While the support cast (including Harry Cook and Joel Tobeck) are strong, special mention also goes to Harrison Gilbertson as the youngest son who is most prominent in the film. He's perfect for his role as the good but damaged and guilt-ridden son who parents the mother and puts up with the taunts of his brother (Cook). There's a pathos to the character that is both endearing and moving.
Like most good comedy, the story works because it has a foundation in reality. It's stylised, but underneath we can believe the scenarios presented. I know I can - I've been in multiple serious accidents (god only knows how I survived) and lost a child. The depictions of a family coming to terms with its various misfortunes ring true and are simultaneously funny and tragic.
The film's recurring theme song is terrific; in fact the music throughout is very good - perhaps unsurprising given the director has a musical background. The visuals are also excellent, with some lovely slo-mo shots of various accidents in close-up. The film has a dreamy look about it with the use of lighting and atmospherics. The whole production design has a lovely feel to it.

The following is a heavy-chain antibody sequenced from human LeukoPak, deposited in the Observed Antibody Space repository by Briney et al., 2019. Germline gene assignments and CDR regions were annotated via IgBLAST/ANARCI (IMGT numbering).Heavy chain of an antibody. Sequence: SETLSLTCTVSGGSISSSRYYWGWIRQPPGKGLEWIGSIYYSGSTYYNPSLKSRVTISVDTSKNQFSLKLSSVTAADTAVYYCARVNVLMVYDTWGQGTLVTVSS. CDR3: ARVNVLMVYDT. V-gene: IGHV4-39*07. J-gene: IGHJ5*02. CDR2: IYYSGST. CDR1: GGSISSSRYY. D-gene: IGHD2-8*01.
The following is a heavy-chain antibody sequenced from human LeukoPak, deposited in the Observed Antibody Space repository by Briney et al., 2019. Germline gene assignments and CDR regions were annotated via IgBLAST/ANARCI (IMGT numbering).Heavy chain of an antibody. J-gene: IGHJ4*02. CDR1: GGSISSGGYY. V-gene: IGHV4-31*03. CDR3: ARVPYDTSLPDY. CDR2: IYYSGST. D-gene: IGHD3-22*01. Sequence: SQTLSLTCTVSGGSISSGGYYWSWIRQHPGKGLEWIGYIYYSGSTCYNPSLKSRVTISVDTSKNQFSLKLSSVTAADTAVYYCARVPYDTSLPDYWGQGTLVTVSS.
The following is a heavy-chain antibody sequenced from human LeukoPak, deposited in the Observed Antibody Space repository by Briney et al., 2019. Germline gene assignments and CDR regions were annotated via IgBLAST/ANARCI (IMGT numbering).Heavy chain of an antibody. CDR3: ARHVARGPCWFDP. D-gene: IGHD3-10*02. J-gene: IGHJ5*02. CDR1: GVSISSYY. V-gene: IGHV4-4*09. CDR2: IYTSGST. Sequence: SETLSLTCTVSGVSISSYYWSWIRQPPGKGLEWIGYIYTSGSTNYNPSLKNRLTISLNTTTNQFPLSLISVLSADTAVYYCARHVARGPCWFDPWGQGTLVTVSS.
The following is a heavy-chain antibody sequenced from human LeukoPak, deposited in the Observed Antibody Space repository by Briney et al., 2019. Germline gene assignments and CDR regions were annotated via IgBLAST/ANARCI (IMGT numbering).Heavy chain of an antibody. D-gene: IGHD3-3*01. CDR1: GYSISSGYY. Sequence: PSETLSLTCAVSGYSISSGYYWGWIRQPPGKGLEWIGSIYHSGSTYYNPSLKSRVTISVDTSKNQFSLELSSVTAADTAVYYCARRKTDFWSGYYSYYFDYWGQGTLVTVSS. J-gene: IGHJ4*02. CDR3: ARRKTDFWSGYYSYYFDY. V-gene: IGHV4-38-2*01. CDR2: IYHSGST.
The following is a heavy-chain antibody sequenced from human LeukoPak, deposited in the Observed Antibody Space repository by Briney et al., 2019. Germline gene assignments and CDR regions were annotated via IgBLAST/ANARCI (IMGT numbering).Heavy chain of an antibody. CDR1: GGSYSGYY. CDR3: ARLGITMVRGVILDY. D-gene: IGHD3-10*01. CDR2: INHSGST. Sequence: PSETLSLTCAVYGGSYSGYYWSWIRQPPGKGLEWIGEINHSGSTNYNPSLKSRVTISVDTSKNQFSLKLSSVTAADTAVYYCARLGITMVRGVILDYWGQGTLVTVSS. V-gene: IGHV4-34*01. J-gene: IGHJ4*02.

I noticed David Stratton on At the Movies questioning why an Australian film, made in Australian with mostly Australian actors should depict an American story. I think this is unnecessarily picky. It's not the first local film to do it. Virtually all of the scenes set in America in Mao's Last Dancer were shot in Sydney, for example. It's also not evident that Happy Feet is an Australian production. The Machinist (starring Christian Bale) and Planet 51 both appear to be American films, but are produced in Spain. For me, Accidents Happen showcases what we are capable of in terms of taking on the Americans at their own game and in our ability to adapt and diversify. Hey, we're doing something different and let's celebrate that!